In this time of Covid, children and adults alike are finding a world full of challenges. For children it is more important then ever that they read and write themselves out of this world crisis. To this end, Ireland held a day of reading on 25th February to encourage young and old alike to ‘Squeeze in a Read’ in order to encourage relaxation and wellbeing. Ireland Reads is a public libraries initiative, in partnership with publishers, booksellers, authors and others under the Government’s ‘Keep Well’ campaign. In this way we endorse the life-enhancing importance of books.

Normally, I would be visiting schools as part of the Poetry Ireland Writers in Schools’ Scheme. But that has been on hold for a year now. Yet teachers are still encouraging children to express themselves, to put shape on the world they are now living through as you will read in this edition, whether it is the love of horses, heroes or noses. Others explain their difficulty in lockdown.

One of the cultural outings I miss most about being unable to travel, is my annual visit to the treasury section of the National Museum of Ireland. This is one of the rooms dedicated to some of our most precious and holy artefacts. On display is the great treasure of the early Irish Church, the 8th Century Ardagh Chalice, with its spun silver, decorated with gold, amber and jewels. This was found by a boy at Ardagh in Co Limerick in 1868 when he was digging for potatoes. There is the Fadden More psalter, full of poems and psalms, written by monks about 900AD, found in a bog in 2006 when farmers cutting turf unearthed it and identified its calfskin leather, its papyrus inner page that showed their connection with the Coptic church in the east. There is the Tara Brooch, the Loughnashade Horn, the Cross of Cong. The museum has produced a trail guide for children which poses different questions challenging their observation of the intricacies of the craftmanship and myths attached. The last question asks the participant to choose their favourite object from the selection on display.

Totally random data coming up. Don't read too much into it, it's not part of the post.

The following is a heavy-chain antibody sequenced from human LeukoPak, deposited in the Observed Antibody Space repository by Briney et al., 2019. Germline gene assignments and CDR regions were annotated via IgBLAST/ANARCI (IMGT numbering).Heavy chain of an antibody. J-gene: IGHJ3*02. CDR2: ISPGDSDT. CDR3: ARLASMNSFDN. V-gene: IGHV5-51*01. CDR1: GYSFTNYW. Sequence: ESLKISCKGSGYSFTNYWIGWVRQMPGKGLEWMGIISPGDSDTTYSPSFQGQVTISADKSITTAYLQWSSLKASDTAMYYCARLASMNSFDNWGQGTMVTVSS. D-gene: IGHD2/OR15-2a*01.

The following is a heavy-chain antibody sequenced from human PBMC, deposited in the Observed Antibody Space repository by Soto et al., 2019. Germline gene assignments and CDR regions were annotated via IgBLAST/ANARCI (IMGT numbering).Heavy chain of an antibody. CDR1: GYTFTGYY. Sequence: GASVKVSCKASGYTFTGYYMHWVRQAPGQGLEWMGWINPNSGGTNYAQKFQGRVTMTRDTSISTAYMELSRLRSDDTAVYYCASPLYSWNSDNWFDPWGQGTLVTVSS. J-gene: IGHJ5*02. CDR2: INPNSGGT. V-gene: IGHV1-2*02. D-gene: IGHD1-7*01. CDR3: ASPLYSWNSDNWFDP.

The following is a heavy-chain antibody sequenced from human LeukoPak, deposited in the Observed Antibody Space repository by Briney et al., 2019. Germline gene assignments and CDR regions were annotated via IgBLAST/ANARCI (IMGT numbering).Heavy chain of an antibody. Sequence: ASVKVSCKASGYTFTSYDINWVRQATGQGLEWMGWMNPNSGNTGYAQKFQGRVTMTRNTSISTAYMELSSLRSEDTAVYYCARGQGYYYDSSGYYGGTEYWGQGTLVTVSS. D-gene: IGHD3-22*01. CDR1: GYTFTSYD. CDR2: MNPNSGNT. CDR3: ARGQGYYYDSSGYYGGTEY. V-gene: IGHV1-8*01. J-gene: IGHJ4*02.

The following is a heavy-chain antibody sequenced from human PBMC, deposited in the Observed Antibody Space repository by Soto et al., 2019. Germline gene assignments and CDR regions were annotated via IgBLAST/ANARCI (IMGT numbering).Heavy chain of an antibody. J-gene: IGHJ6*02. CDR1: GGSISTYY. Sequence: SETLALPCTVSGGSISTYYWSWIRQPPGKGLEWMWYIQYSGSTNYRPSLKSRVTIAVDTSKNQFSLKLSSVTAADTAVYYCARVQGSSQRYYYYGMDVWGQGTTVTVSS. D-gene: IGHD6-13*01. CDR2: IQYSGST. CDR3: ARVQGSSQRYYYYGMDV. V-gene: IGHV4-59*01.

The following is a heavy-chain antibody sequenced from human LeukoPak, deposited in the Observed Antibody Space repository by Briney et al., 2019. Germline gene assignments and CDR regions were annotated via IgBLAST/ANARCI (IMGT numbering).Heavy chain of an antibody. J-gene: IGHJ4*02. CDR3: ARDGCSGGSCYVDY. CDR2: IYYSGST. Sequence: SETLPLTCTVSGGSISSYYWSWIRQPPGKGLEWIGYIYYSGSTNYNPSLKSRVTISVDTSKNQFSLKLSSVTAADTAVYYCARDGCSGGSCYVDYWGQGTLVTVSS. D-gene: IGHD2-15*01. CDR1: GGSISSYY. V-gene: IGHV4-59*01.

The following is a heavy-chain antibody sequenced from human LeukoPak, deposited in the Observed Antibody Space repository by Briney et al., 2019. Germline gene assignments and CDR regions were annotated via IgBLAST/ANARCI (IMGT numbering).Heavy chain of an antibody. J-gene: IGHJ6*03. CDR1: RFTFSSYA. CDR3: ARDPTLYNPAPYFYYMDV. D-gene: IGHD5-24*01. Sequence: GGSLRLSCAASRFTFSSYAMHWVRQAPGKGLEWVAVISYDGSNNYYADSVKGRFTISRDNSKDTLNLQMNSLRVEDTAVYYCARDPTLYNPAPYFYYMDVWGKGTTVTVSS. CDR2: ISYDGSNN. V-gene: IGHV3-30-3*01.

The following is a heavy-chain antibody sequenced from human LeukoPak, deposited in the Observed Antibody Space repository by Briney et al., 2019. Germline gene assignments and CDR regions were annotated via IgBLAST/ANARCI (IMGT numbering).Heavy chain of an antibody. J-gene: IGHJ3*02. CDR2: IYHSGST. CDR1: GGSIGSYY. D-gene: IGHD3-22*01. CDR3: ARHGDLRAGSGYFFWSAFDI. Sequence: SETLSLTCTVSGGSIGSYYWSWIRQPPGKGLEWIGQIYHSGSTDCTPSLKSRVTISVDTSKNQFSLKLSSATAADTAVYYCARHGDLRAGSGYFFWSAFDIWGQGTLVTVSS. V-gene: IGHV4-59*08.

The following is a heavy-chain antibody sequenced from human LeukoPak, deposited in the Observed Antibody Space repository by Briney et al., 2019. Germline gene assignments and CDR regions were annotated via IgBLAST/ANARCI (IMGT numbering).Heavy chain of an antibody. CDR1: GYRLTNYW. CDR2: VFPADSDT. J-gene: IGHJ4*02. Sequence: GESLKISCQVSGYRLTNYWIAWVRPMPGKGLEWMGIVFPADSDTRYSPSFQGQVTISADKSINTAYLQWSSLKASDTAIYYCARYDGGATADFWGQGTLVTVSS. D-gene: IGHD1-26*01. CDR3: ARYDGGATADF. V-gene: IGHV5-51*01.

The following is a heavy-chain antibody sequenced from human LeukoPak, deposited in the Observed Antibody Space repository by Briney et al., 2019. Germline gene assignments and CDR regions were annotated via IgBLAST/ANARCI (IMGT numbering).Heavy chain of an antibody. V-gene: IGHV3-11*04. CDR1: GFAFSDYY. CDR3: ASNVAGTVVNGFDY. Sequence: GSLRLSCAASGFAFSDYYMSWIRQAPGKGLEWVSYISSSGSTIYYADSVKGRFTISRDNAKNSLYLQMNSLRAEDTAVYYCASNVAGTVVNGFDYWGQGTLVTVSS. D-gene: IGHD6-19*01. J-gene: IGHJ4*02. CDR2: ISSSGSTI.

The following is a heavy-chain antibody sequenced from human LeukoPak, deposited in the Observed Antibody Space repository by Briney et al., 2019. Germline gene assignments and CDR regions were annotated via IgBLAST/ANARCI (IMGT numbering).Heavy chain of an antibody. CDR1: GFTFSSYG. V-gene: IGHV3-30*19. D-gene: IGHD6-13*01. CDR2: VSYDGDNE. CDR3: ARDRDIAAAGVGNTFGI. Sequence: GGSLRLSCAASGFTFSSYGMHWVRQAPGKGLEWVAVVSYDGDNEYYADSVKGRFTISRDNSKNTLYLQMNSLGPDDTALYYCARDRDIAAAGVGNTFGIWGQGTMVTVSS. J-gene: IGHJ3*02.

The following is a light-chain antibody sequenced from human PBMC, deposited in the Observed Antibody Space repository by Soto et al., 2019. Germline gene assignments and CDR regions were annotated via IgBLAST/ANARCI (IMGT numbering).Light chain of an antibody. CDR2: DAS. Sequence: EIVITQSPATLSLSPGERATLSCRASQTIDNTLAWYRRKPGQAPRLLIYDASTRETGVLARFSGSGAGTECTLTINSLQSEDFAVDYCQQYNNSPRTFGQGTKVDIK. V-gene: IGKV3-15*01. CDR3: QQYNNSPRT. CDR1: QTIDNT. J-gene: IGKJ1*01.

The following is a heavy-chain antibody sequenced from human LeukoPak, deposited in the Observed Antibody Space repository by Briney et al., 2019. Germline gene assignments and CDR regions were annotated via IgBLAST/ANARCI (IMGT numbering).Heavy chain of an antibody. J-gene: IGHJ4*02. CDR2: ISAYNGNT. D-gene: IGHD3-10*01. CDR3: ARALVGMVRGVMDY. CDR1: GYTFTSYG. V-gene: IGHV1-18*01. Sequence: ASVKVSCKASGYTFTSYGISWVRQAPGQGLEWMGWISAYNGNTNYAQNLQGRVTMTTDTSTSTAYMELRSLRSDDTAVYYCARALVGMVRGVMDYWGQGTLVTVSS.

If I were filling it in, I would say without hesitation that the one that never fails to fill me with wonder is the Broighter Hoard. This was discovered in a field near Lough Foyle in February 1886 when two men were ploughing. Lough Foyle has always been connected to Manannán the sea god and this is quite possibly an offering to the god. The golden hoard consists of two chain necklaces, a small bowl or cauldron and a torc or gold collar. For me, the star of the piece is a miniature boat. It is an extraordinary piece of art that measures 18.4cm by 7.6cm and weighs a mere 85g. It has benches, rowlocks, two rows of nine perfectly shaped oars, a paddle rudder for steering and mast yard, all exquisitely crafted from gold. Looking at it I try to imagine the craftsman shaping the vessel, the world he came from, the need to create something beautiful.

Our young people are our lives best treasures. Like the Broighter Hoard, their creativity must be protected. Their jewels of words, their spun gold and silver of sentences, the intricacy of their artwork need to be safeguarded in the storehouse of books and journals, such as Live Encounters, where they will not be locked down, merely held in safe keeping for future readers.

The boat from the Broighter Hoard

The boat from the Broighter Hoard. National Museum of Ireland, Dublin.

© Geraldine Mills